The result is a heavenly blend of rustic folk, chamber music, and improvisation. The opening track “It Should Have Happened a Long Time Ago” opens this musical universe with a melody both flowing and rock-solid, warmly inviting the listener in and never letting go. But there’s more than just aching lyricism in these arrangements. Harrison’s arrangement of “Misterioso,” one of Motian’s favorite Thelonius Monk tunes, is bracing and jocular. Cellist Dana Leong digs in with such ferocity here that you barely miss Motian’s incisive drumming. And then there’s violist Mat Maneri’s solo on the plaintive “Etude” – a study in swoops and warbles that seems to draw its own oxygen. In this loving tribute to a revered player, composer, and mentor, Harrison is able to seamlessly knit Motian’s tunes into a through-composed tapestry – one that stands up as a major musical statement in its own right.

5. Craig Taborn – Avenging Angel (2011)

The most salient feature of the previous four jazz-classical crossover albums is how they all seamlessly blend notated music and improvisation. On Craig Taborn’s solo piano disc, Avenging Angel, there were no written parts to work – just him, a nice grand piano, and Manfred Eicher’s pristinely-calibrated ECM microphones to pick up the sound.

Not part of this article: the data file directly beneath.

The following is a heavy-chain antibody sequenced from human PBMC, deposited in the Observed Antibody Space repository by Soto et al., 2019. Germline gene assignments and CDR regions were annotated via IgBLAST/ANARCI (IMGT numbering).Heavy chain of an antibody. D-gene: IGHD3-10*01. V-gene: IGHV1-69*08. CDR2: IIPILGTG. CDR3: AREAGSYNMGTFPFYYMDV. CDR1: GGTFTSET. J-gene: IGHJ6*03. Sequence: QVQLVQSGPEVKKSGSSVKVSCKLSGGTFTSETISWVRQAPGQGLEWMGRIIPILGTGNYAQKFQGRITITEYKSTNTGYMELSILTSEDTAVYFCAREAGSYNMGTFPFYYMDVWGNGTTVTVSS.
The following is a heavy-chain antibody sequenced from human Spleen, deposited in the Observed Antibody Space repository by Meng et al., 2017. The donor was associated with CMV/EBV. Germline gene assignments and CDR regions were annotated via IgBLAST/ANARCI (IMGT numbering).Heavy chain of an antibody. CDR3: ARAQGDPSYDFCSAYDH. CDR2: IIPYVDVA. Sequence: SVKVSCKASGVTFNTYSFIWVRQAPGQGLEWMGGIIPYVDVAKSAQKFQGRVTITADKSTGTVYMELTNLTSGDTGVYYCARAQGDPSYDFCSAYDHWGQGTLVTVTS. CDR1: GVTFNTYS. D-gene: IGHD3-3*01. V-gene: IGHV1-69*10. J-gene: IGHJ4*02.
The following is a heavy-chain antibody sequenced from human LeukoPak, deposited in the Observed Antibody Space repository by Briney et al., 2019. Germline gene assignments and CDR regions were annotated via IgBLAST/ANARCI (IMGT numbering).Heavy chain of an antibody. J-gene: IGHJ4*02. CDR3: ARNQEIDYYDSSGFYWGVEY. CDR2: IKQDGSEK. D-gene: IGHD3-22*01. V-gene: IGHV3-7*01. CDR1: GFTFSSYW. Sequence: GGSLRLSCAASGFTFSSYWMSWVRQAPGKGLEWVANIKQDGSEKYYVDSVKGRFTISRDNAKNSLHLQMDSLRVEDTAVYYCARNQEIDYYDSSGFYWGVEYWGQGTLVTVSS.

If the music is all improvised, how is this jazz-classical crossover you ask? There’s no improvising in classical music[1]!

First of all, all of these improvisations cohere as if they are through composed. Taborn usually begins with a simple motive and puts them through the developmental grinder, just like a classical composer, but in real time.

Second of all, there’s a ton of crazy counterpoint. You don’t get much more classical-y than counterpoint.

Third of all, the sounds and styles of each improvisation come as much from the modern classical tradition as from jazz. The opening track “The Broad Day King” features a repeating single note figure reminiscent of post-minimalism. The thin, spacious sonorities of “Diamond Turning Dream” immediately bring to mind the music of Morton Feldman. And like any texturally-savvy composer, Taborn explores the varieties of touch on the keyboard, showing how each note can have a multitude of expressive effects. Like all the crossover albums before it, Taborn’s “Avenging Angel” has sounds for fans of both styles – a real rhythmic drive and sense of spontaneity on one hand, and a keen sense of architecture on the other.

[1] Yeah I know about Bach and Mozart and all those folks, and Zorn and Cage now, but it really has fallen out of fashion.